Monthly Archives: October 2009

Andrew Taylor, “An Unpardonable Crime”

Maybe it’s a symptom of the weariness of the mystery genre that so many writers now do historical mysteries. It could be simply that this is an excellent moment for historical fiction of any kind, or it may be a … Continue reading

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Richard Hughes, “The Fox in the Attic”

And it started so well. The opening scene of The Fox in the Attic presents a damp autumn afternoon in Wales, with feathery clouds, swans “creaking” overhead, and finally introduces two masculine figures walking through the landscape: “The younger man … Continue reading

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Julian Fellowes, “Past Imperfect”

I really enjoyed Julian Fellowes’ Snobs, though it was something of a guilty pleasure. (Slavish American anglophilia: just not that attractive.) Past Imperfect puzzled me, though. It’s another visit to upper reaches of English society, but this time it shuttles … Continue reading

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Hilary Mantel, “Wolf Hall”

Winner of the 2009 Booker Prize, no less — and a model of what an historical novel can do. After all — who would have thought the world needed another book about Henry VIII? What Hilary Mantel does, though, is … Continue reading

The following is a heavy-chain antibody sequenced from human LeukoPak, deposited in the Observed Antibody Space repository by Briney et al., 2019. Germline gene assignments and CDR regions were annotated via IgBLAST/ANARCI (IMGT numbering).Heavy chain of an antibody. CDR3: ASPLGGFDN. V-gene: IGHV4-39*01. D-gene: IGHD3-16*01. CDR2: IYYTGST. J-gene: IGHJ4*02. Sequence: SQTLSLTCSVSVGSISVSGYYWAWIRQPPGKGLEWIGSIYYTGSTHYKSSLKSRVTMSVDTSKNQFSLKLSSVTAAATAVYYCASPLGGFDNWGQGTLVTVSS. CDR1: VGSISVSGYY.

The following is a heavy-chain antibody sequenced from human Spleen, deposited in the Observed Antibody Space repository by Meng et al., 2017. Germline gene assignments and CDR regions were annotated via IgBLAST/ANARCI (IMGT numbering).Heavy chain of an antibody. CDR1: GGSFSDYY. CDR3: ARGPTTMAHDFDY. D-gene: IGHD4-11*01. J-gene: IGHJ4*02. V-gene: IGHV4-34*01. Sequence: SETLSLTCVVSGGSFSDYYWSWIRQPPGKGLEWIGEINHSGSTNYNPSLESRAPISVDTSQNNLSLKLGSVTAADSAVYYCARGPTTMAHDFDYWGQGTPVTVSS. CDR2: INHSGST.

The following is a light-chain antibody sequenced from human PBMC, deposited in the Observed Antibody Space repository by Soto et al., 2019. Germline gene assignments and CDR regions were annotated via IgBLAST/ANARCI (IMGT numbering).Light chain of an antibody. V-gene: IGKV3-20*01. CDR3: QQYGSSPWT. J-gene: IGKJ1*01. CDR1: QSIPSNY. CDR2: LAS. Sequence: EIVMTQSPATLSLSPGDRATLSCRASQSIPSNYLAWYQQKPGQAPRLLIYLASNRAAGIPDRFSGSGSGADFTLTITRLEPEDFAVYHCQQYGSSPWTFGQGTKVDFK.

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Arturo Perez-Reverte, “Captain Alatriste”

I love capes. And swords. And boots that go over the knee. Swashbuckling, gallantry, melancholy heroes. I don’t even object to villains in black. Now it’s true that Arturo Pérez-Reverte does not specifically mention the boots in Captain Alatriste, but … Continue reading

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Rumer Godden, “Five for Sorrow, Ten for Joy”

I’ve loved Rumer Godden ever since someone gave me Miss Happiness and Miss Flower to read around 1963. In This House of Brede is one of my all-time favorites but then, I am a total sucker for a novel about … Continue reading

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